If you read it in a very serious way, it's even more disgusting and difficult to cope with. But if from the beginning you try to see it in a light way, you can cope more easily with all the disgusting parts.
I don't think Nerve readers will feel the need to take it as a serious, serious political thing, because many of them already feel liberated the way Helen is liberated.
That's good. When people start calling it a feminist manifesto, then you can imagine women reading it in a very serious way, wondering, "What is she trying to tell us?" But writing the book for me was really funny, letting her go to all these forbidden places and do terrible things. It was great fun. I think the most disgusting parts are the funniest parts of the book.
That stuff is part of a literary tradition; I don't know if you intended it to be?
I don't read very much, but of course people told me it's like this or like that. There's been tons of literature about shit and farting and masturbating and bleeding; I just put it all together.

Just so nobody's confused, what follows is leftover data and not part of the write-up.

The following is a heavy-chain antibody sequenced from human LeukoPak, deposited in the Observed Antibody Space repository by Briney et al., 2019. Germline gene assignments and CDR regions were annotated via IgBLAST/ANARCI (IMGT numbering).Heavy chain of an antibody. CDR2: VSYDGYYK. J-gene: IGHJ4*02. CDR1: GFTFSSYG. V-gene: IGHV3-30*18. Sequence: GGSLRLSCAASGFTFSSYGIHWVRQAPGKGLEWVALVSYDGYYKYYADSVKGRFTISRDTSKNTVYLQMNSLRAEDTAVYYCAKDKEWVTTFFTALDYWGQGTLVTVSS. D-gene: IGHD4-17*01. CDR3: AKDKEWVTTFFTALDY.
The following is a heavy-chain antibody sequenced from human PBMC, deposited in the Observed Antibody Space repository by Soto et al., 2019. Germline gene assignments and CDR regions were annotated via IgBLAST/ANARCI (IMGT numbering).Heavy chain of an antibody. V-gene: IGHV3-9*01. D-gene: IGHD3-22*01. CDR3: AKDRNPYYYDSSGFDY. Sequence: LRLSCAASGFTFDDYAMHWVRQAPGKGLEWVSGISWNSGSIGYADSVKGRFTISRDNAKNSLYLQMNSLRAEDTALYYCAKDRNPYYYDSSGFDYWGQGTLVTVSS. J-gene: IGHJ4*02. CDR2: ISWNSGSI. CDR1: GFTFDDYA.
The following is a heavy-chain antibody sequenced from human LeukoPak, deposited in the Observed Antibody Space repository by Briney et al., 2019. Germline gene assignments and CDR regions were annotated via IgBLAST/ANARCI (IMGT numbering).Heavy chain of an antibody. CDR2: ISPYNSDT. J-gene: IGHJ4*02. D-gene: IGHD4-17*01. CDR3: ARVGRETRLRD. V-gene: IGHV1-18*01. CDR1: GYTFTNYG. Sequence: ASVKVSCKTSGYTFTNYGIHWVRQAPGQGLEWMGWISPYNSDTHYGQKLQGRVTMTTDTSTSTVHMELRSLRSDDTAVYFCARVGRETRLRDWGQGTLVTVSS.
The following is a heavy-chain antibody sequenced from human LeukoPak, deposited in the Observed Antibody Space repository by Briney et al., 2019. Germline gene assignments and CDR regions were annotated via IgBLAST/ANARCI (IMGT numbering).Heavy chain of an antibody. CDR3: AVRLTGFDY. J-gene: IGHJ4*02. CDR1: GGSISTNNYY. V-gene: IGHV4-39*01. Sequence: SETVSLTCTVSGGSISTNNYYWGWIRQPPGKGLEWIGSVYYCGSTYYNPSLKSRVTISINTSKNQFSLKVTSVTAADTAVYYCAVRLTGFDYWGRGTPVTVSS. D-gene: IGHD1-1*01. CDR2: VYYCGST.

One senses that you feel a lot of kinship with Helen. If she were a relative, would you take her to parties?
People think because I wrote the book that I have no problem with anything, but it's not true. I'd be really embarrassed by Helen farting in public. Lots of things are in the book because I have problems with them. I wanted to be really honest about things I'm embarrassed about myself. But now people look at me in a completely different way, thinking, "You can't make that up. She must be like that!" I just think Helen is much cooler than I am. If I were Eminem, she'd be Slim Shady.
There's a lot of passing wisdom in the book, a lot of philosophical asides. Is there any philosophy in particular that you were especially happy to fit in?
To say God doesn't exist was great. I come from an atheist family; nobody is Christened. We live this life knowing God doesn't exist but we're in a Christian society, and I was raised that you're not allowed to tell Christians that God doesn't exist. You're not supposed to hurt religious people's feelings; it's a big taboo. You sit there killing yourself laughing when someone says they believe in God, but you're not allowed to say it. I spoke to a German film director a few weeks ago who said that in every good book there needs to be the statement that we don't go to Heaven.